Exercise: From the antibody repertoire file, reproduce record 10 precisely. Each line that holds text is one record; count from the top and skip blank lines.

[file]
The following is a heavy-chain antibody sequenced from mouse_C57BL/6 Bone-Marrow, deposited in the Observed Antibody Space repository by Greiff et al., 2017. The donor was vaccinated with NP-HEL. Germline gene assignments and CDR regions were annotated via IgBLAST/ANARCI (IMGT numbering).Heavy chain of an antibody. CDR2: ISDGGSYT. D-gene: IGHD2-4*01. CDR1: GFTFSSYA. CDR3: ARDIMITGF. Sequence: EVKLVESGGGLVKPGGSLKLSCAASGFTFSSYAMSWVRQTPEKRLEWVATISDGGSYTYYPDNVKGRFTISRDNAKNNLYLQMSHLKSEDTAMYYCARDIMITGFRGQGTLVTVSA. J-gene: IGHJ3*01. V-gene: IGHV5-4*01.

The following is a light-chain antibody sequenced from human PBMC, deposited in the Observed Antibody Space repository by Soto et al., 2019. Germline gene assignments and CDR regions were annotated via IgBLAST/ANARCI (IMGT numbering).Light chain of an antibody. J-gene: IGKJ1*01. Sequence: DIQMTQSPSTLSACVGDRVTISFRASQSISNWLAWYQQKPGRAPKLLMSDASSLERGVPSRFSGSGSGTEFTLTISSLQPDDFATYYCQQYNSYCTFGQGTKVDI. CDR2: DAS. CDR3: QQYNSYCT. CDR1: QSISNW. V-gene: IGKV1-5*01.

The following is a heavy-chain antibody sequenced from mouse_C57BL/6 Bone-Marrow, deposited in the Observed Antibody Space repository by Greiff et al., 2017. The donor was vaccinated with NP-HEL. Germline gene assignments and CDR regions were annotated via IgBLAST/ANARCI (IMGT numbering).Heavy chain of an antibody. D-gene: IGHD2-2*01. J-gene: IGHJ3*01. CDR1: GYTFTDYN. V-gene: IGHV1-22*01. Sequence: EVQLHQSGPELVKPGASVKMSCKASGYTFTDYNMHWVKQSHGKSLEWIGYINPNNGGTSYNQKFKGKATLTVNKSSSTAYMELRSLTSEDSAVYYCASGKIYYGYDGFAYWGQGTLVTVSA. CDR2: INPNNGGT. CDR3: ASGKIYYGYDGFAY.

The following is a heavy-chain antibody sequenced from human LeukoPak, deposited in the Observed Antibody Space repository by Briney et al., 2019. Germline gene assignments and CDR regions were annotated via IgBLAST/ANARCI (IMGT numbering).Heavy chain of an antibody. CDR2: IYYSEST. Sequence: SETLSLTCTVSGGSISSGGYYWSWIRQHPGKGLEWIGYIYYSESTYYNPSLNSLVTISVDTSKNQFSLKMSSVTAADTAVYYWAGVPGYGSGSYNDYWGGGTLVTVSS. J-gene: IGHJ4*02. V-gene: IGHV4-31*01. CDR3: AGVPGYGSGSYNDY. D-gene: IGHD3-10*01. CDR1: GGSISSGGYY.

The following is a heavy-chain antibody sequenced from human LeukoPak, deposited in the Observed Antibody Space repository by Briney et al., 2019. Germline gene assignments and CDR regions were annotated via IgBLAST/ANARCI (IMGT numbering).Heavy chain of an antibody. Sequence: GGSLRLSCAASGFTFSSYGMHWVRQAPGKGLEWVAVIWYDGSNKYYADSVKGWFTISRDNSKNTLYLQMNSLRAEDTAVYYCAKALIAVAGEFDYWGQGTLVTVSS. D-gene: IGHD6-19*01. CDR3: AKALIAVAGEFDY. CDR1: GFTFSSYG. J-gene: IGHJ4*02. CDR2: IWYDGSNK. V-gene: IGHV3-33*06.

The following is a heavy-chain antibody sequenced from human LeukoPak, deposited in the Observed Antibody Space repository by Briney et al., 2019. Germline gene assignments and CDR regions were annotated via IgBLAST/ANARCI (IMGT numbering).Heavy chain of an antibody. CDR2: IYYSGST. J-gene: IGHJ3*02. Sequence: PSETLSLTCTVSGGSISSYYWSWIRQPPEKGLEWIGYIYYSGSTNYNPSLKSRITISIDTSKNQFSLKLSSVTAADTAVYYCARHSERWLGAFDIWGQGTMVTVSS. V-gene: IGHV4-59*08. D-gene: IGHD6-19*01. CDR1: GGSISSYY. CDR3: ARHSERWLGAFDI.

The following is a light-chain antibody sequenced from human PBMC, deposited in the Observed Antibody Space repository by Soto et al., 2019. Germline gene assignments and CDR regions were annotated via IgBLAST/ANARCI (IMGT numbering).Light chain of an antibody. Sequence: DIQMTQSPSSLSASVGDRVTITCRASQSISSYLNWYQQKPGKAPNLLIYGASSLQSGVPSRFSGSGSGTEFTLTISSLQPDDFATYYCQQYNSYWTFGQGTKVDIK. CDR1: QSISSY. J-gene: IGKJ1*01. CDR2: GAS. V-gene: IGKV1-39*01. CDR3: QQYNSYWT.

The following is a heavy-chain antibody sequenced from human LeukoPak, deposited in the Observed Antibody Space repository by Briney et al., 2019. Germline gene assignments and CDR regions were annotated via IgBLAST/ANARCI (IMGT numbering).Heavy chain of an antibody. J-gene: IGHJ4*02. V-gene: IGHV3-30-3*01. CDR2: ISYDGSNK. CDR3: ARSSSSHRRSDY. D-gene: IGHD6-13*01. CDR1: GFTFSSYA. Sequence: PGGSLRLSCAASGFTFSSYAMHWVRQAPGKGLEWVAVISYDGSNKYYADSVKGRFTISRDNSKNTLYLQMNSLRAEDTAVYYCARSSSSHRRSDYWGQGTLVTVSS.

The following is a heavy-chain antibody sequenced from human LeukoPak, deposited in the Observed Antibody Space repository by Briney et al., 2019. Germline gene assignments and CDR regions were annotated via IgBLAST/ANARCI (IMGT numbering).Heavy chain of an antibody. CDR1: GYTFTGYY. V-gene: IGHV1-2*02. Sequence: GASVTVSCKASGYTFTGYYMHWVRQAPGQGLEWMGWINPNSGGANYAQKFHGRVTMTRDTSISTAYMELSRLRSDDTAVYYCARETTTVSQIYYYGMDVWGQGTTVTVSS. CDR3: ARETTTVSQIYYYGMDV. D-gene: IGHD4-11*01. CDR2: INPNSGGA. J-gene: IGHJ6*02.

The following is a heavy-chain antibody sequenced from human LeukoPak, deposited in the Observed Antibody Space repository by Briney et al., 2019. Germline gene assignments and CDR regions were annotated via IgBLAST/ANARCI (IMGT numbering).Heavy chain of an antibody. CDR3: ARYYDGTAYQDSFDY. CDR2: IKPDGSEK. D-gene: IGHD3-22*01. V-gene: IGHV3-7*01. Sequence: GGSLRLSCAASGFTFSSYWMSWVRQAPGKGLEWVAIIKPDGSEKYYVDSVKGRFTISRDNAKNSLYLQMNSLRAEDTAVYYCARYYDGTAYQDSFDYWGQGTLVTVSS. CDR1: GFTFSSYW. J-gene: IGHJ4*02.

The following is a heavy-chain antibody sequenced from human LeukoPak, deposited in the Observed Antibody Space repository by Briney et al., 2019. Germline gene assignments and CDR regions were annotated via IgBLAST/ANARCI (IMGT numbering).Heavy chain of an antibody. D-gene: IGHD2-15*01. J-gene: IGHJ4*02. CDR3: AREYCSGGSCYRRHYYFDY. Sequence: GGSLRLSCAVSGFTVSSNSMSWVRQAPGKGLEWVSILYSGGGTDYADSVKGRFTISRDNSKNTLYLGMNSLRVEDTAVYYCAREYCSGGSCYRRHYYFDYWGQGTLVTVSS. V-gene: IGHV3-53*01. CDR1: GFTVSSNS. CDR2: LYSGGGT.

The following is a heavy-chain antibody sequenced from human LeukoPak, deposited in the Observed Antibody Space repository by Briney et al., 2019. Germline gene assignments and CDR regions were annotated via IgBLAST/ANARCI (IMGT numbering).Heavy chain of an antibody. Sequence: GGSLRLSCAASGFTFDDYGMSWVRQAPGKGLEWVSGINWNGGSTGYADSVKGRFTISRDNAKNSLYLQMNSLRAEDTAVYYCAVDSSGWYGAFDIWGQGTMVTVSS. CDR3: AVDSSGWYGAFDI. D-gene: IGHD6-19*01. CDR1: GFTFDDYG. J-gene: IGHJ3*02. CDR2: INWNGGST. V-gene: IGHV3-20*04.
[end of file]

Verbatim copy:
The following is a heavy-chain antibody sequenced from human LeukoPak, deposited in the Observed Antibody Space repository by Briney et al., 2019. Germline gene assignments and CDR regions were annotated via IgBLAST/ANARCI (IMGT numbering).Heavy chain of an antibody. CDR3: ARYYDGTAYQDSFDY. CDR2: IKPDGSEK. D-gene: IGHD3-22*01. V-gene: IGHV3-7*01. Sequence: GGSLRLSCAASGFTFSSYWMSWVRQAPGKGLEWVAIIKPDGSEKYYVDSVKGRFTISRDNAKNSLYLQMNSLRAEDTAVYYCARYYDGTAYQDSFDYWGQGTLVTVSS. CDR1: GFTFSSYW. J-gene: IGHJ4*02.